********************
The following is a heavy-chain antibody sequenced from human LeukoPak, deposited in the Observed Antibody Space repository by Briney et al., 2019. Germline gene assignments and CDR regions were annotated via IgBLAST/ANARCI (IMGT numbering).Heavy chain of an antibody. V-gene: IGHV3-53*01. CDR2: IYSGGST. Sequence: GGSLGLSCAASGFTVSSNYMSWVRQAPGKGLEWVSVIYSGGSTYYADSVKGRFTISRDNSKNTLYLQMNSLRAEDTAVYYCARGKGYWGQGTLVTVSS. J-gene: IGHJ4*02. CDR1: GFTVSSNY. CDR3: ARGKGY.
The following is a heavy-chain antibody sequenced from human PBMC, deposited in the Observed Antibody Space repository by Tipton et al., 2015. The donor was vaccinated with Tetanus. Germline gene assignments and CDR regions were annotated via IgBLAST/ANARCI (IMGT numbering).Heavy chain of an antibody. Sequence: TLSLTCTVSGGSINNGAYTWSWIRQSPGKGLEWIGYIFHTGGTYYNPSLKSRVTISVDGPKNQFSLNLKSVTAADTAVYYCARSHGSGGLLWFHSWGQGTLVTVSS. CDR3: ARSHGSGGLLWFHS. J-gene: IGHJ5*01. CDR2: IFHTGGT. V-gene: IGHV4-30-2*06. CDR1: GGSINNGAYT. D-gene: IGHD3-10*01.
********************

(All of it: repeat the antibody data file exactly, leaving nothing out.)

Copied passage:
The following is a heavy-chain antibody sequenced from human LeukoPak, deposited in the Observed Antibody Space repository by Briney et al., 2019. Germline gene assignments and CDR regions were annotated via IgBLAST/ANARCI (IMGT numbering).Heavy chain of an antibody. V-gene: IGHV3-53*01. CDR2: IYSGGST. Sequence: GGSLGLSCAASGFTVSSNYMSWVRQAPGKGLEWVSVIYSGGSTYYADSVKGRFTISRDNSKNTLYLQMNSLRAEDTAVYYCARGKGYWGQGTLVTVSS. J-gene: IGHJ4*02. CDR1: GFTVSSNY. CDR3: ARGKGY.
The following is a heavy-chain antibody sequenced from human PBMC, deposited in the Observed Antibody Space repository by Tipton et al., 2015. The donor was vaccinated with Tetanus. Germline gene assignments and CDR regions were annotated via IgBLAST/ANARCI (IMGT numbering).Heavy chain of an antibody. Sequence: TLSLTCTVSGGSINNGAYTWSWIRQSPGKGLEWIGYIFHTGGTYYNPSLKSRVTISVDGPKNQFSLNLKSVTAADTAVYYCARSHGSGGLLWFHSWGQGTLVTVSS. CDR3: ARSHGSGGLLWFHS. J-gene: IGHJ5*01. CDR2: IFHTGGT. V-gene: IGHV4-30-2*06. CDR1: GGSINNGAYT. D-gene: IGHD3-10*01.